The Honda CL500 is Coming to the US, With the ADV160 and a New Grom

Honda announced a new scrambler model based on its 500 platform last November at EICMA, but there was no indication about whether the CL500 would be brought to America. That has now changed, as the U.S. Environmental Protection Agency has certified the 2023 Honda CL500, and we expect an official announcement to come very soon. And it won't be alone, as the EPA has also certified the ADV160 and an updated Grom.

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2023 Honda XR150L, CRF300LS and Navi Announced for US

American Honda officially announced the XR150L dual-sport for the U.S., alongside the returning Navi and an expanded CRF300L lineup that now includes a new low-seat height variant.

We’ve known the XR150L and the low-seat CRF300LS were on the way, after the two dual sports were included on a list of motorcycles certified by the U.S. Environmental Protection Agency. Both models add to Honda’s burgeoning small-displacement on- and off-road models, alongside the CRF300L and CRF300L Rally. Together with its miniMOTO lineup, which includes the Navi, Honda now offers nine street-legal motorcycles with engines displacing less than 286cc.

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2023 Honda ST125 Dax Announced for Europe

Honda announced a new 125cc Minimoto for Europe, reviving the Dax model name for a new generation of riders. The name was originally used in Europe in 1969 for Honda’s ST-series in 50 and 70cc models, and last produced from 1995 to 2003 in Japan. The name comes from “Dachshund”, as its distinctive T-shaped frame resembles the weiner dog breed, helping it stand out from Honda’s other minibikes like the Monkey and Cub.

Things get a little confusing in North America where the Dax was sold as the CT70 and, in 1973, when Honda offered the ST90 as the Trailsport. Today, Honda offers the Trail 125 in the U.S., but the new Dax is a very different vehicle.

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2022 Honda Grom Review – First Ride

If you believe the conventional wisdom of our forum moto-trolls, a motorcycle must be full-sized, fast AF, have the range of a WWII Dornier 217 medium bomber and price tag of a 1980 Suzuki GS850 to have any hope of success, much less being a sales leader. Based on that, what model do you think Öhlins suspension, the high-end, race-focused Swedish company, likely sell the most cartridge kits and shocks for? The GSX-R? Ninjas? Ducati Superbikes?

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2021 Ohvale GP-2 Review - First Ride

If you’ve been following the minimoto space, you’ve probably heard of the Ohvale name. The Italian company pumping out mini road racers has been a hot topic of conversation in trackday and racing circles. We all know that riding big bikes on a racetrack is a thrill unlike any other. But it’s also true that riding full-size sportbikes at trackdays can be pretty expensive – up the ante even more if you decide to go race. Beyond the cost of the bike itself, you’ve got trackday fees, fuel costs, and tire bills. The costs go up even more if you have to schlep it a long way from home and find lodging for a night or two.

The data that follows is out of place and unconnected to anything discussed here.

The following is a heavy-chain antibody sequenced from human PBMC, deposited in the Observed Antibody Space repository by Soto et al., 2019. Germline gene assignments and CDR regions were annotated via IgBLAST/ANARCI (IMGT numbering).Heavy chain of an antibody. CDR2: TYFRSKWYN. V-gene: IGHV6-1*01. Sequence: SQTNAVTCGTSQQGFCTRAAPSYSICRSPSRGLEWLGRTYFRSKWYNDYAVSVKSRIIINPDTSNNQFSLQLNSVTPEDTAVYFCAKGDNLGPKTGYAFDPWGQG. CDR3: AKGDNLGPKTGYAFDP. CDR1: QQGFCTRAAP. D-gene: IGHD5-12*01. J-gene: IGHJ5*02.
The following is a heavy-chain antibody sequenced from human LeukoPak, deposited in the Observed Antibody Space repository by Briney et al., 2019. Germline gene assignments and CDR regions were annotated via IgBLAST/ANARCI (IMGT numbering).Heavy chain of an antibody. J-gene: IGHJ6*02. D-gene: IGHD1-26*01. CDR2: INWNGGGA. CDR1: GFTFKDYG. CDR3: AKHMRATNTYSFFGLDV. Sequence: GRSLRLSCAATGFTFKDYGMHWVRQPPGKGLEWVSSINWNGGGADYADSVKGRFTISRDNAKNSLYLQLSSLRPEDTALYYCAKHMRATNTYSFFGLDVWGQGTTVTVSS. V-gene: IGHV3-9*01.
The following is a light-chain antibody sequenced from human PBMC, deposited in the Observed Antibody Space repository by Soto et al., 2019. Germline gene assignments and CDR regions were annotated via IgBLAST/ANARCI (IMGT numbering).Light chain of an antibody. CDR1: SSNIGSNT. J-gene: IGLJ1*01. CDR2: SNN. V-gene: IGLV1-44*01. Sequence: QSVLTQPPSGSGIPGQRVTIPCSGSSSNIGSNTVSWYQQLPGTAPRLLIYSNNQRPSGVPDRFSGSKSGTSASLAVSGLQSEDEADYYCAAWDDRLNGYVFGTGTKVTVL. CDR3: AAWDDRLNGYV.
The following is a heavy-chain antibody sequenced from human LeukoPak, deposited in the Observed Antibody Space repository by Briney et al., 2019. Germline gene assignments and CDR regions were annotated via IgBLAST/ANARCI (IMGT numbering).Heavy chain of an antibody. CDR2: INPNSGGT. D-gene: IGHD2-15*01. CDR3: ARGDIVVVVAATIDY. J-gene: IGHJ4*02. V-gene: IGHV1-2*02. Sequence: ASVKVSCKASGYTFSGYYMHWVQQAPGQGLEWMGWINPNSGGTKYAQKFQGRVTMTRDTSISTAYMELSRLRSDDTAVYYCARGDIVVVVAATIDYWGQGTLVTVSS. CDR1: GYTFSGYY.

Minimotos, and in this case Ohvale specifically, offer a much more affordable option while providing a lot of the same thrills as a big bike. Depending where you live, go-kart tracks are generally closer than big tracks, entry fees are tens of dollars rather than hundreds, tires last significantly longer, and it’s not uncommon to top off the gas tank at the start of the day and forget about it. All the while, the on-track experience mimics that of a sportbike – the dynamics and technique you use to go fast on a small bike all transfer over to the big ones, too.

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2021 Honda MSX125 Grom Announced for Europe

Honda announced a redesigned Grom for Europe, with a new engine, a five-speed transmission, IMU-based ABS and a new, more utilitarian-looking styling. For those keeping track, this is the second redesign for the Grom since its introduction in the 2014 model year. Does the fact the Honda Grom is already on its third design make anyone feel old? I can’t be the only one, right?

With the new look comes a new name, at least for Europe. Formerly known as the MSX125, it will now be referred to as the MSX125 Grom by Europeans. We’ve always just called it the Grom in North America, and that’s likely to continue when the 2021 model is announced here. Regardless of the name, the Grom has been a success for Honda, with more than 750,000 units sold worldwide while kicking off a minimoto revival with the Monkey, Super Cub and CT125.

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2021 Honda CT125 Hunter Cub Officially Announced

Honda officially confirmed the CT125 minibike is going into production as the CT125 Hunter Cub. At the moment, the 2021 Honda CT125 Hunter Cub has only been announced for the Japanese market, where it will be available for 440,000 yen (US$3952).